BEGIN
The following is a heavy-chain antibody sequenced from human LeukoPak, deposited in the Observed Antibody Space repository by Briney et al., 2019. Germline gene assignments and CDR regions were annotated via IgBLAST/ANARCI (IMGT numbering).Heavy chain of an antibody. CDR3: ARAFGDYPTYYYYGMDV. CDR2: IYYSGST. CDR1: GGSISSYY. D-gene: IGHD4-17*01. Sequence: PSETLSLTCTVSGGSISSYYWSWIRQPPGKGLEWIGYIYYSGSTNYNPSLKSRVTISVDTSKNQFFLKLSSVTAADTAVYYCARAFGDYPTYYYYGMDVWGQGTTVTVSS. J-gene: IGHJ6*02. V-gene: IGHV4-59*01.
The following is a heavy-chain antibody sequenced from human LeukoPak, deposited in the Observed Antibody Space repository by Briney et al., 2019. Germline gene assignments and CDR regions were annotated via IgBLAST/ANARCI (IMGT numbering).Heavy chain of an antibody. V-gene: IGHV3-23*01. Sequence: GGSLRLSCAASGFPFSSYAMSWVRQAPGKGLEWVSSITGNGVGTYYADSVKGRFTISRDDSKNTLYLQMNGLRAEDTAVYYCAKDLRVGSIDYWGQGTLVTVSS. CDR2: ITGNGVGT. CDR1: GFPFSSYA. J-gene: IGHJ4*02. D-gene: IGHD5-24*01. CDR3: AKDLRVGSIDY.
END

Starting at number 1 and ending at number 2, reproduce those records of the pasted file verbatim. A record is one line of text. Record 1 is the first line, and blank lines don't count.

The following is a heavy-chain antibody sequenced from human LeukoPak, deposited in the Observed Antibody Space repository by Briney et al., 2019. Germline gene assignments and CDR regions were annotated via IgBLAST/ANARCI (IMGT numbering).Heavy chain of an antibody. CDR3: ARAFGDYPTYYYYGMDV. CDR2: IYYSGST. CDR1: GGSISSYY. D-gene: IGHD4-17*01. Sequence: PSETLSLTCTVSGGSISSYYWSWIRQPPGKGLEWIGYIYYSGSTNYNPSLKSRVTISVDTSKNQFFLKLSSVTAADTAVYYCARAFGDYPTYYYYGMDVWGQGTTVTVSS. J-gene: IGHJ6*02. V-gene: IGHV4-59*01.
The following is a heavy-chain antibody sequenced from human LeukoPak, deposited in the Observed Antibody Space repository by Briney et al., 2019. Germline gene assignments and CDR regions were annotated via IgBLAST/ANARCI (IMGT numbering).Heavy chain of an antibody. V-gene: IGHV3-23*01. Sequence: GGSLRLSCAASGFPFSSYAMSWVRQAPGKGLEWVSSITGNGVGTYYADSVKGRFTISRDDSKNTLYLQMNGLRAEDTAVYYCAKDLRVGSIDYWGQGTLVTVSS. CDR2: ITGNGVGT. CDR1: GFPFSSYA. J-gene: IGHJ4*02. D-gene: IGHD5-24*01. CDR3: AKDLRVGSIDY.